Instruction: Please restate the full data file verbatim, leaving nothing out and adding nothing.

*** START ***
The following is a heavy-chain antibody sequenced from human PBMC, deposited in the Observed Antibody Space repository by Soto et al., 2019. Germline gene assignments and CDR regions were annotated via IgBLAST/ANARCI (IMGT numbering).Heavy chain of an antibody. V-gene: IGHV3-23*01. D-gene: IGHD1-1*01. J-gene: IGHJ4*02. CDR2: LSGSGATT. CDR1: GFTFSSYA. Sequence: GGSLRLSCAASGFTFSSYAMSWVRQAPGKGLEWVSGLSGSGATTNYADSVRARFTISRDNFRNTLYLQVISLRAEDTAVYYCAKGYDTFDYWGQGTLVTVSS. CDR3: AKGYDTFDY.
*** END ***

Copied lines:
The following is a heavy-chain antibody sequenced from human PBMC, deposited in the Observed Antibody Space repository by Soto et al., 2019. Germline gene assignments and CDR regions were annotated via IgBLAST/ANARCI (IMGT numbering).Heavy chain of an antibody. V-gene: IGHV3-23*01. D-gene: IGHD1-1*01. J-gene: IGHJ4*02. CDR2: LSGSGATT. CDR1: GFTFSSYA. Sequence: GGSLRLSCAASGFTFSSYAMSWVRQAPGKGLEWVSGLSGSGATTNYADSVRARFTISRDNFRNTLYLQVISLRAEDTAVYYCAKGYDTFDYWGQGTLVTVSS. CDR3: AKGYDTFDY.